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This month we focus on issues heating up in employment law and the implications for employers due to the recent ruling on warrantless searches by the EEOC. We also take a glimpse at  Fletcher v Doig, a case that is unusual because it will require an artist to back up his verbal denial that he did not paint a painting in Plaintiff's possession. Millions are on the line.   

Sponsorships


Carlson Dash was proud to sponsor and have attorneys in attendance at two events in the past few weeks.

First up was the American Bankruptcy Institute's 23rd Annual Central States Bankruptcy Workshop which was held on June 16-19 in Lake Geneva, WI. This annual event is an excellent opportunity for bankruptcy attorneys to advance their understanding of current and complex bankruptcy issues, and to further their relationships with fellow bankruptcy professionals in the Midwest.

The second was the Illinois Land Title Association's Annual Convention on July 7-8 in Champaign, IL. James Dash currently serves on the Title Counsel Committee of Illinois Land Title Association. The convention covered a wide variety of current issues facing the title industry, including how new regulations are being applied and an analysis and discussion of recent court decisions.  


The EEOC Needs No Warrant


This month Doug Moran takes a look at the ruling in EEOC v Nucor Steel and the implications for employers. The ruling addressed whether the EEOC may enter private commercial property for the purpose of investigating a discrimination claim without the occupant's consent and without a warrant. Read the analysis.

 

His Word Is Not Enough

 
Authenticity in the art world is of the utmost importance. Next month the case of Fletcher v. Doig will be heard in the United States District Court for Northern Illinois. What makes this case unique is that the artist, Peter Doig, will be required to prove that he is NOT the artist of a painting Robert Fletcher has in his possession.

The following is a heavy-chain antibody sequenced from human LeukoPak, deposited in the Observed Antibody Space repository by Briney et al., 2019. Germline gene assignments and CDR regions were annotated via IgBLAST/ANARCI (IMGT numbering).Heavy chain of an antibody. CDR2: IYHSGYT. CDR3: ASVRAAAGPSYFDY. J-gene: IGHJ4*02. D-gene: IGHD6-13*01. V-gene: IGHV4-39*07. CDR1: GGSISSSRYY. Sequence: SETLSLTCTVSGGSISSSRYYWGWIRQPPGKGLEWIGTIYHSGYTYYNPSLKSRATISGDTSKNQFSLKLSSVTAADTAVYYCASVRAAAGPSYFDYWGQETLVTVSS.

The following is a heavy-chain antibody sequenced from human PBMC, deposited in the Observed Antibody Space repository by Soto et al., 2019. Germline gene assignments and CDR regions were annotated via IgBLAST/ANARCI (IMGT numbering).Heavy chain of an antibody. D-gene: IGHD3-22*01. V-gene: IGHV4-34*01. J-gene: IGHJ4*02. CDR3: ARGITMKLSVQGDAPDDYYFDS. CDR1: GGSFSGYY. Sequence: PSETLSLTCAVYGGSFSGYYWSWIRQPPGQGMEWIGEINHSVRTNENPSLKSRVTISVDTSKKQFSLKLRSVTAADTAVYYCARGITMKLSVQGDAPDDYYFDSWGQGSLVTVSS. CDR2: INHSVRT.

According to Mr. Fletcher, when he was a corrections officer in Canada back in the 1970s he paid $100 for a painting created and signed by an inmate named Peter Doige (note the "e"). A few years ago, a friend of Mr. Fletcher saw the painting and commented that the painter was the now famous Peter Doig (without an "e"). Mr. Fletcher consigned the painting to a gallery in Chicago and was in the process of selling the painting when Mr. Doig himself stated that even though there are many elements of his style in the painting, he did not paint it. This denial of authenticity negatively impacted Mr. Fletcher's ability to sell the painting and since a Peter Doig painting has sold for as much as $25 million in the past there is a lot at stake financially for the plaintiff.

Mr. Fletcher is seeking $5 million in damages and a declaration from the court that it is an authentic Peter Doig, despite the different spelling of Doige on the painting and Mr. Doig's denial of having painted it. Mr. Doig will need to address his age, his whereabouts and even a local college ID photo that looks strikingly similar to the famous artist. Read more about this interesting case.


 
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© Carlson Dash. July 2016 Issue.


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